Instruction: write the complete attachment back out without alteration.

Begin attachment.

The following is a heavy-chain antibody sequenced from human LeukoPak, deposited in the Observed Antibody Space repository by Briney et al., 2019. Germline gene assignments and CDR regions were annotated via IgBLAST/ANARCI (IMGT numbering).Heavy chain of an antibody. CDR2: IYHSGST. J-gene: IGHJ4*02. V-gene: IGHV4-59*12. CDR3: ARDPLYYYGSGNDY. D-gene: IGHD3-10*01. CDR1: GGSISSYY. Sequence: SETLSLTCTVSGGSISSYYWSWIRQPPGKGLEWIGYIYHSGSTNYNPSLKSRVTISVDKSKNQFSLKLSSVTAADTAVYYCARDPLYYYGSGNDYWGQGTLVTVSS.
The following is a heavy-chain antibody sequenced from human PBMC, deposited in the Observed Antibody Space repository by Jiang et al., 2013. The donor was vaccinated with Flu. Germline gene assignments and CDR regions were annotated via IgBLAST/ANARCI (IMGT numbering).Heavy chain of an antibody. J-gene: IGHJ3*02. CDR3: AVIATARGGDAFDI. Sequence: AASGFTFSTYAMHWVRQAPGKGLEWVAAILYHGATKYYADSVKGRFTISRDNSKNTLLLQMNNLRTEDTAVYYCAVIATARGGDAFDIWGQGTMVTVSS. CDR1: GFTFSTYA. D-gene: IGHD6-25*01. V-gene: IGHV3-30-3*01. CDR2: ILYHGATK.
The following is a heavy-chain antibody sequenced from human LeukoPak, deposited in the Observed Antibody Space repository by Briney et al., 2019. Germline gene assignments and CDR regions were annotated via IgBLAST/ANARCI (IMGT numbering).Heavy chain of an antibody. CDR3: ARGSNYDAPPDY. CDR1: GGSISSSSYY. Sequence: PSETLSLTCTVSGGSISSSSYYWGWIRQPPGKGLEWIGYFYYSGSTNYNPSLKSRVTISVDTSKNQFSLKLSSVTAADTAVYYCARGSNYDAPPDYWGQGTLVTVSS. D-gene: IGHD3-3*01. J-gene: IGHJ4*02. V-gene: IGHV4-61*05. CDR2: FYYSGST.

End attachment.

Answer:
The following is a heavy-chain antibody sequenced from human LeukoPak, deposited in the Observed Antibody Space repository by Briney et al., 2019. Germline gene assignments and CDR regions were annotated via IgBLAST/ANARCI (IMGT numbering).Heavy chain of an antibody. CDR2: IYHSGST. J-gene: IGHJ4*02. V-gene: IGHV4-59*12. CDR3: ARDPLYYYGSGNDY. D-gene: IGHD3-10*01. CDR1: GGSISSYY. Sequence: SETLSLTCTVSGGSISSYYWSWIRQPPGKGLEWIGYIYHSGSTNYNPSLKSRVTISVDKSKNQFSLKLSSVTAADTAVYYCARDPLYYYGSGNDYWGQGTLVTVSS.
The following is a heavy-chain antibody sequenced from human PBMC, deposited in the Observed Antibody Space repository by Jiang et al., 2013. The donor was vaccinated with Flu. Germline gene assignments and CDR regions were annotated via IgBLAST/ANARCI (IMGT numbering).Heavy chain of an antibody. J-gene: IGHJ3*02. CDR3: AVIATARGGDAFDI. Sequence: AASGFTFSTYAMHWVRQAPGKGLEWVAAILYHGATKYYADSVKGRFTISRDNSKNTLLLQMNNLRTEDTAVYYCAVIATARGGDAFDIWGQGTMVTVSS. CDR1: GFTFSTYA. D-gene: IGHD6-25*01. V-gene: IGHV3-30-3*01. CDR2: ILYHGATK.
The following is a heavy-chain antibody sequenced from human LeukoPak, deposited in the Observed Antibody Space repository by Briney et al., 2019. Germline gene assignments and CDR regions were annotated via IgBLAST/ANARCI (IMGT numbering).Heavy chain of an antibody. CDR3: ARGSNYDAPPDY. CDR1: GGSISSSSYY. Sequence: PSETLSLTCTVSGGSISSSSYYWGWIRQPPGKGLEWIGYFYYSGSTNYNPSLKSRVTISVDTSKNQFSLKLSSVTAADTAVYYCARGSNYDAPPDYWGQGTLVTVSS. D-gene: IGHD3-3*01. J-gene: IGHJ4*02. V-gene: IGHV4-61*05. CDR2: FYYSGST.